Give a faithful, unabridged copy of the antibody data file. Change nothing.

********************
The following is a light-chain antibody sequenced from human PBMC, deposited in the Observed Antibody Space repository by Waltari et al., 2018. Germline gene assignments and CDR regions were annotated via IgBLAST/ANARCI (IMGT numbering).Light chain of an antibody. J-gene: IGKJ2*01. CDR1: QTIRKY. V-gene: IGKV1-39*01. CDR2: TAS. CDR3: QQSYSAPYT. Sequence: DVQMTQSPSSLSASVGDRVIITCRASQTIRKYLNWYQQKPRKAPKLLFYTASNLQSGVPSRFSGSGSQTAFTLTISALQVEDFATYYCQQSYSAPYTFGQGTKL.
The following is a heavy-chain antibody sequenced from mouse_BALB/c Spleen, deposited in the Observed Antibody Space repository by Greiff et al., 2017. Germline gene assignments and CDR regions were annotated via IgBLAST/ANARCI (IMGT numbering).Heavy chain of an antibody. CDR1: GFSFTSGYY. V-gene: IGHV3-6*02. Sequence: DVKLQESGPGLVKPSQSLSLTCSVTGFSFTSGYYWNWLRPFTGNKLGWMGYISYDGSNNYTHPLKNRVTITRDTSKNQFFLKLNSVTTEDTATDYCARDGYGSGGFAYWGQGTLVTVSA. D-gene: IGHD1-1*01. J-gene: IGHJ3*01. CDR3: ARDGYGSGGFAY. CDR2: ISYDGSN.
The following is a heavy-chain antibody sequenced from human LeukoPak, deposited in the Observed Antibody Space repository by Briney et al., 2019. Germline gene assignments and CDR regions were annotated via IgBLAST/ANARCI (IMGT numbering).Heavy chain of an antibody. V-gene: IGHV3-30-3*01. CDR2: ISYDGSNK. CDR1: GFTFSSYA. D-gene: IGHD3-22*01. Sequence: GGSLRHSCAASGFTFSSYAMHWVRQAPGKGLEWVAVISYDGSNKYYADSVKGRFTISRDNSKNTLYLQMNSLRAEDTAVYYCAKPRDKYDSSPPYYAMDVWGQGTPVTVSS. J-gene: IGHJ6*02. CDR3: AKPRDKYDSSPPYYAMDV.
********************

The following is a light-chain antibody sequenced from human PBMC, deposited in the Observed Antibody Space repository by Waltari et al., 2018. Germline gene assignments and CDR regions were annotated via IgBLAST/ANARCI (IMGT numbering).Light chain of an antibody. J-gene: IGKJ2*01. CDR1: QTIRKY. V-gene: IGKV1-39*01. CDR2: TAS. CDR3: QQSYSAPYT. Sequence: DVQMTQSPSSLSASVGDRVIITCRASQTIRKYLNWYQQKPRKAPKLLFYTASNLQSGVPSRFSGSGSQTAFTLTISALQVEDFATYYCQQSYSAPYTFGQGTKL.
The following is a heavy-chain antibody sequenced from mouse_BALB/c Spleen, deposited in the Observed Antibody Space repository by Greiff et al., 2017. Germline gene assignments and CDR regions were annotated via IgBLAST/ANARCI (IMGT numbering).Heavy chain of an antibody. CDR1: GFSFTSGYY. V-gene: IGHV3-6*02. Sequence: DVKLQESGPGLVKPSQSLSLTCSVTGFSFTSGYYWNWLRPFTGNKLGWMGYISYDGSNNYTHPLKNRVTITRDTSKNQFFLKLNSVTTEDTATDYCARDGYGSGGFAYWGQGTLVTVSA. D-gene: IGHD1-1*01. J-gene: IGHJ3*01. CDR3: ARDGYGSGGFAY. CDR2: ISYDGSN.
The following is a heavy-chain antibody sequenced from human LeukoPak, deposited in the Observed Antibody Space repository by Briney et al., 2019. Germline gene assignments and CDR regions were annotated via IgBLAST/ANARCI (IMGT numbering).Heavy chain of an antibody. V-gene: IGHV3-30-3*01. CDR2: ISYDGSNK. CDR1: GFTFSSYA. D-gene: IGHD3-22*01. Sequence: GGSLRHSCAASGFTFSSYAMHWVRQAPGKGLEWVAVISYDGSNKYYADSVKGRFTISRDNSKNTLYLQMNSLRAEDTAVYYCAKPRDKYDSSPPYYAMDVWGQGTPVTVSS. J-gene: IGHJ6*02. CDR3: AKPRDKYDSSPPYYAMDV.